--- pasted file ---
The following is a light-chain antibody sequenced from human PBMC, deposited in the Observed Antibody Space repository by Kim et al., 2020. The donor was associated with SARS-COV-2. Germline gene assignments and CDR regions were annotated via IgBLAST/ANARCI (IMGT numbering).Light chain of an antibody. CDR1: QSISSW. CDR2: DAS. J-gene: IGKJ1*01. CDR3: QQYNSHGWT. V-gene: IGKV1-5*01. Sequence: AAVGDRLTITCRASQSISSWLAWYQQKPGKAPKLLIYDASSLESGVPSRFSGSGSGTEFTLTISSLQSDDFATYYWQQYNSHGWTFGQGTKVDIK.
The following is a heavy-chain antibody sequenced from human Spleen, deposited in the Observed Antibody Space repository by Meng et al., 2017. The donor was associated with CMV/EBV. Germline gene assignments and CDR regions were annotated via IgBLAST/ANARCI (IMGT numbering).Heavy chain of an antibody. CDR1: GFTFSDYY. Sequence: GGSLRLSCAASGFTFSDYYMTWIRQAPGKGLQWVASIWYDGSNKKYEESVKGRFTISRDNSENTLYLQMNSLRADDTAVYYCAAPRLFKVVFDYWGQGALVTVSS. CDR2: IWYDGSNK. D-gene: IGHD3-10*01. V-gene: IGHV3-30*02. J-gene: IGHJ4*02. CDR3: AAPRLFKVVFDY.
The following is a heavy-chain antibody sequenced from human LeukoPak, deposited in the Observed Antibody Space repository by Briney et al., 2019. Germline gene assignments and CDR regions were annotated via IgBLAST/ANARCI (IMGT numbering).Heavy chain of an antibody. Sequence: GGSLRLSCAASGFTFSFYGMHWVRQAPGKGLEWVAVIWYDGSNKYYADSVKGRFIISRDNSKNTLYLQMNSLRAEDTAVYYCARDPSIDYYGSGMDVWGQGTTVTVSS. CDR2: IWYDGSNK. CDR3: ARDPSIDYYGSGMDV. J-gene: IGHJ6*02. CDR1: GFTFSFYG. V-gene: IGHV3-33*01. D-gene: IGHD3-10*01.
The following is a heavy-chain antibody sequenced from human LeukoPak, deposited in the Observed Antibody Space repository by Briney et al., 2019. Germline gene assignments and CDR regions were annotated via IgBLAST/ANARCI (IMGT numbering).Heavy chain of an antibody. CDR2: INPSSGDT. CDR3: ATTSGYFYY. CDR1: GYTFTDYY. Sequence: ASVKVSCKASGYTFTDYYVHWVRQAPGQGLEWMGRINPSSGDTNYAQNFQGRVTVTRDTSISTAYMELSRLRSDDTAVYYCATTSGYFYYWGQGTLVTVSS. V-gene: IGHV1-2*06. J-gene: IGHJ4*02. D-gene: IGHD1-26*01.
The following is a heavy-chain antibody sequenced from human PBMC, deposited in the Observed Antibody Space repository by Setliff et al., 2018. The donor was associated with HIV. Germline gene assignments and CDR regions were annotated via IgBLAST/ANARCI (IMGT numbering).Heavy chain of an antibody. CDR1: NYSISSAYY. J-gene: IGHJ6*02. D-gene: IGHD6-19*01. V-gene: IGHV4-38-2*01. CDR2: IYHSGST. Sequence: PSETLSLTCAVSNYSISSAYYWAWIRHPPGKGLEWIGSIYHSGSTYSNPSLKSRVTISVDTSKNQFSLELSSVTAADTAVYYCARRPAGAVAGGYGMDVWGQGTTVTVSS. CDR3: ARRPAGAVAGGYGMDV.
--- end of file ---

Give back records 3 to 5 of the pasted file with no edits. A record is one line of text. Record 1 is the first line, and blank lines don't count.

The following is a heavy-chain antibody sequenced from human LeukoPak, deposited in the Observed Antibody Space repository by Briney et al., 2019. Germline gene assignments and CDR regions were annotated via IgBLAST/ANARCI (IMGT numbering).Heavy chain of an antibody. Sequence: GGSLRLSCAASGFTFSFYGMHWVRQAPGKGLEWVAVIWYDGSNKYYADSVKGRFIISRDNSKNTLYLQMNSLRAEDTAVYYCARDPSIDYYGSGMDVWGQGTTVTVSS. CDR2: IWYDGSNK. CDR3: ARDPSIDYYGSGMDV. J-gene: IGHJ6*02. CDR1: GFTFSFYG. V-gene: IGHV3-33*01. D-gene: IGHD3-10*01.
The following is a heavy-chain antibody sequenced from human LeukoPak, deposited in the Observed Antibody Space repository by Briney et al., 2019. Germline gene assignments and CDR regions were annotated via IgBLAST/ANARCI (IMGT numbering).Heavy chain of an antibody. CDR2: INPSSGDT. CDR3: ATTSGYFYY. CDR1: GYTFTDYY. Sequence: ASVKVSCKASGYTFTDYYVHWVRQAPGQGLEWMGRINPSSGDTNYAQNFQGRVTVTRDTSISTAYMELSRLRSDDTAVYYCATTSGYFYYWGQGTLVTVSS. V-gene: IGHV1-2*06. J-gene: IGHJ4*02. D-gene: IGHD1-26*01.
The following is a heavy-chain antibody sequenced from human PBMC, deposited in the Observed Antibody Space repository by Setliff et al., 2018. The donor was associated with HIV. Germline gene assignments and CDR regions were annotated via IgBLAST/ANARCI (IMGT numbering).Heavy chain of an antibody. CDR1: NYSISSAYY. J-gene: IGHJ6*02. D-gene: IGHD6-19*01. V-gene: IGHV4-38-2*01. CDR2: IYHSGST. Sequence: PSETLSLTCAVSNYSISSAYYWAWIRHPPGKGLEWIGSIYHSGSTYSNPSLKSRVTISVDTSKNQFSLELSSVTAADTAVYYCARRPAGAVAGGYGMDVWGQGTTVTVSS. CDR3: ARRPAGAVAGGYGMDV.